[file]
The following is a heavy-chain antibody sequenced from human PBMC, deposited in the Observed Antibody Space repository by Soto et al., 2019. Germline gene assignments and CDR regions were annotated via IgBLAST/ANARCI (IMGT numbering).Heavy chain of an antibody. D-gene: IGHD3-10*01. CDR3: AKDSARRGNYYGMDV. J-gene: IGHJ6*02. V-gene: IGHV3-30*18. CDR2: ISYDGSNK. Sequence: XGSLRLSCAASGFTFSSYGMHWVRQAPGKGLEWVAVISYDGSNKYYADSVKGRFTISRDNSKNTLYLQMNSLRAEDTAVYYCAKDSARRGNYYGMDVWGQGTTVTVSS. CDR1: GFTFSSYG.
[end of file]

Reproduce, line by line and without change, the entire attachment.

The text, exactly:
The following is a heavy-chain antibody sequenced from human PBMC, deposited in the Observed Antibody Space repository by Soto et al., 2019. Germline gene assignments and CDR regions were annotated via IgBLAST/ANARCI (IMGT numbering).Heavy chain of an antibody. D-gene: IGHD3-10*01. CDR3: AKDSARRGNYYGMDV. J-gene: IGHJ6*02. V-gene: IGHV3-30*18. CDR2: ISYDGSNK. Sequence: XGSLRLSCAASGFTFSSYGMHWVRQAPGKGLEWVAVISYDGSNKYYADSVKGRFTISRDNSKNTLYLQMNSLRAEDTAVYYCAKDSARRGNYYGMDVWGQGTTVTVSS. CDR1: GFTFSSYG.